2. 282 Fall Joint Computer Conference, 1970 between the data transmitted in an interactive time- shared computer system and the voice signals for which the telephone system is designed.6 First among these differences is the burst nature of the communication from a user console to the computer and back. The typical 110 baud console may be used at an average data rate of from 1 to 10 baud over a dial-up or leased line capable of transmitting at a rate of from 2400 to 9600 baud. Data transmitted in a time-shared com- puter system comes in a sequence of bursts with ex- tremely long periods of silence between the bursts. If several interactive consoles can be placed in close proximity to each other, multiplexing and data con- centration may alleviate this difficulty to some extent. When efficient data concentration is not feasible how- ever the user of an alphanumeric console connected by a leased line may find his major costs arising from communication rather than computation, while the communication system used is operated at less than 1 percent of its capacity. Another fundamental difference between the require- ments of data communications for time-shared systems and voice communications is the asymmetric nature of the communications required for the user of inter- active alphanumeric consoles. Statistical analyses of existing systems indicate that the average amount of data transmitted from the central system to the user may be as much as an order of magnitude greater than the amount transmitted from the user to the central system.6 For wire communications it is usually not possible to arrange for different capacity channels in the two directions so that this asymmetry is a further factor in the inefficient use of the wire communication channel. The reliability requirements of data communications constitute another difference between data communica- tion for computers and voice communication. In addi- tion to errors in binary data caused by random and burst noise, the dial-up channel can produce connection problems—e.g., busy signals, wrong numbers and dis- connects. Meaningful statistics on both of these prob- lems are difficult to obtain and vary from location to location, but there is little doubt that in many loca- tions the reliability of wire communications is well be- low that of the remainder of the computer-communica- tion system. Furthermore, since wire communications are usually obtained from the common carriers this portion of the overall computer-communication system is the only portion not under direct control of the system designer. CONSOLE No. 1 CONSOLE TRANSMIT No. 2 DATA CENTRAL TRANSMnrTER MODEM COMPUTER <h HP 2115 A RECEIVE RECEIVER * * v ^^* DATA IBM 360/63 CONSOLE MODEM No. k Figure 1—THE ALOHA SYSTEM channel via a small interface computer (Figure 1). Much of the design of this multiplexor is based on the design of the Interface Message Processors (IMP's) used in the ARPA computer net.4-7 The result is a Hawaiian version of the IMP (taking into account the use of radio communications and other differences) which has been dubbed the MENEHUNE (a legendary Hawaiian elf). The HP 2115A computer has been selected for use as the MENEHUNE. It has a 16-bit word size, a cycle time of 2 microseconds and an 8K- word core storage capacity. Although THE ALOHA SYSTEM will also be linked to remote-access input- output devices and small satellite computers through the MENEHUNE, in this paper we shall be concerned with a random access method of multiplexing a large number of low data rate consoles into the MENEHUNE through a single radio communication channel. THE ALOHA SYSTEM has been assigned two 100 KHZ channels at 407.350 MHZ and 413.475 MHZ. One of these channels has been assigned for data from the MENEHUNE to the remote consoles and the other for data from the consoles to the MENEHUNE. Each of these channels will operate at a rate of 24,000 baud. The communication channel from the MENE- HUNE to the consoles provides no problems. Since the transmitter can be controlled and buffering per- formed by the MENEHUNE at the Computer Center, messages from the different consoles can be ordered in a queue according to any given priority scheme and transmitted sequentially. Messages from the remote consoles to the MENE- HUNE however are not capable of being multiplexed in such a direct manner. If standard orthogonal multi- plexing techniques (such as frequency or time multi- plexing) are employed we must divide the channel from the consoles to the MENEHUNE into a large number of low speed channels and assign one to each console, whether it is active or not. Because of the fact that at any given time only a fraction of the total number of consoles in the system will be active and because of the burst nature of the data from the con- THE ALOHA SYSTEM The central computer of THE ALOHA SYSTEM (an IBM 360/65) is linked to the radio communication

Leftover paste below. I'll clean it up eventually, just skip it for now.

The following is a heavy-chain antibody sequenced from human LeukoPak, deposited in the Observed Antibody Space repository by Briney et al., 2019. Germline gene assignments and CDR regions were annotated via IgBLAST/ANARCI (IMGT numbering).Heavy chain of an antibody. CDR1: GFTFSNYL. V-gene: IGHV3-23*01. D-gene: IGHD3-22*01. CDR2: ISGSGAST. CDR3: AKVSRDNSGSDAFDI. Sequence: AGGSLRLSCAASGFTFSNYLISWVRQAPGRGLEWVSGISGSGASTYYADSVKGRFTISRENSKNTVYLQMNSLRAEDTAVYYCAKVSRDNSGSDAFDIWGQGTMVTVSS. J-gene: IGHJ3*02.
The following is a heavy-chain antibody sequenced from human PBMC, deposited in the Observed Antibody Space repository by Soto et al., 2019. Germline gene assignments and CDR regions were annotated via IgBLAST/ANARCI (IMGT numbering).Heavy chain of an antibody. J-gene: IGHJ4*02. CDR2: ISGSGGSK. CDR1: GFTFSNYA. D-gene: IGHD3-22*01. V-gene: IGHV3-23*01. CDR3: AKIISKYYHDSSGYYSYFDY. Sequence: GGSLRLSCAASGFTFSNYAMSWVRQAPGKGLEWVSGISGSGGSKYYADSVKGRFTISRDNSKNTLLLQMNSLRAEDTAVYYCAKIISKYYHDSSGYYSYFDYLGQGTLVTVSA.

3. THE ALOHA SYSTEM 283 ment for simple communication equipment at the con- soles. The possibility of using the same code for error correction at the MENEHUNE will be considered for a later version of THE ALOHA SYSTEM. The random access method employed by THE ALOHA SYSTEM is based on the use of this error detecting code. Each user at a console transmits packets to the MENEHUNE over the same high data rate channel in a completely unsynchronized (from one user to another) manner. If and only if a packet is re- ceived without error it is acknowledged by the MENE- HUNE. After transmitting a packet the transmitting console waits a given amount of time for an acknowl- edgment; if none is received the packet is retransmitted. This process is repeated until a successful transmission and acknowledgment occurs or until the process is terminated by the user's console. A transmitted packet can be received incorrectly because of two different types of errors; (1) random noise errors and (2) errors caused by interference with a packet transmitted by another console. The first type of error is not expected to be a serious problem. The second type of error, that caused by interference, will be of importance only when a large number of users are trying to use the channel at the same time. Interference errors will limit the number of users and the amount of data which can be transmitted over this random access channel. In Figure 2 we indicate a sequence of packets as transmitted by k active consoles in the ALOHA random access communication system. We define T as the duration of a packet. In THE ALOHA SYSTEM r will be equal to about 34 milli- seconds; of this total 29 milliseconds will be needed for transmission of the 704 bits and the remainder for re- ceiver synchronization. Note the overlap of two packets from different consoles in Figure 2. For analysis pur- poses we make the pessimistic assumption that when an overlap occurs neither packet is received without error and both packets are therefore retransmitted.* Clearly as the number of active consoles increases the number of interferences and hence the number of re- transmissions increases until the channel clogs up with repeated packets.11 In the next section we compute the average number of active consoles which may be sup- ported by the transmission scheme described above. Note how the random access communication scheme of THE ALOHA SYSTEM takes advantage of the nature of the radio communication channels as opposed to wire communications. Using 'the radio channel as we have described each user may access the same soles such a scheme will lead to the same sort of in- efficiencies found in a wire communication system. This problem may be partly alleviated by a system of central control and channel assignment (such as in a telephone switching net) or by a variety of polling techniques. Any of these methods will tend to make the communication equipment at the consoles more complex and will not solve the most important problem of the communication inefficiency caused by the burst nature of the data from an active console. Since we expect to have many remote consoles it is important to minimize the complexity of the communication equipment at each console. In the next section we describe a method of random access communications which allows each console in THE ALOHA SYSTEM to use a common high speed data channel without the necessity of central control or synchronization. Information to and from the MENEHUNE in THE ALOHA SYSTEM is transmitted in the form of "packets," where each packet corresponds to a single message in the system.8 Packets will have a fixed length of 80 8-bit characters plus 32 identification and control bits and 32 parity bits; thus each packet will consist of 704 bits and will last for 29 milliseconds at a data rate of 24,000 baud. The parity bits in each packet will be used for a cyclic error detecting code.9 Thus if we assume all error patterns are equally likely the probability that a given error pattern will not be detected by the code is10 2~32^10-9. Since error detection is a trivial operation to implement,10 the use of such a code is consistent with the require- n uMr I 0_ n a n uHr 2 n nr user k n n time nnn nrin repetitions U^ * In order that the retransmitted packets not continue to inter- fere with each other we must make sure the retransmission delays in the two consoles are different. interference Figure 2—ALOHA communication multiplexing